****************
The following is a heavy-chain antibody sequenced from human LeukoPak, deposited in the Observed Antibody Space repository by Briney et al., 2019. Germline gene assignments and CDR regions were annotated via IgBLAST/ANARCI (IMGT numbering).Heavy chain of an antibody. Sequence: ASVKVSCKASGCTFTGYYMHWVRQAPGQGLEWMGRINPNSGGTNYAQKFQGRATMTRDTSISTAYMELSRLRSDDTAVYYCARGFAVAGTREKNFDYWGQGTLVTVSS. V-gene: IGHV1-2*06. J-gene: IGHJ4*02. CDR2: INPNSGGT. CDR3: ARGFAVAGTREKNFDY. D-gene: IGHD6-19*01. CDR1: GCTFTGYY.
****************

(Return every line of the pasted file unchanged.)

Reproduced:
The following is a heavy-chain antibody sequenced from human LeukoPak, deposited in the Observed Antibody Space repository by Briney et al., 2019. Germline gene assignments and CDR regions were annotated via IgBLAST/ANARCI (IMGT numbering).Heavy chain of an antibody. Sequence: ASVKVSCKASGCTFTGYYMHWVRQAPGQGLEWMGRINPNSGGTNYAQKFQGRATMTRDTSISTAYMELSRLRSDDTAVYYCARGFAVAGTREKNFDYWGQGTLVTVSS. V-gene: IGHV1-2*06. J-gene: IGHJ4*02. CDR2: INPNSGGT. CDR3: ARGFAVAGTREKNFDY. D-gene: IGHD6-19*01. CDR1: GCTFTGYY.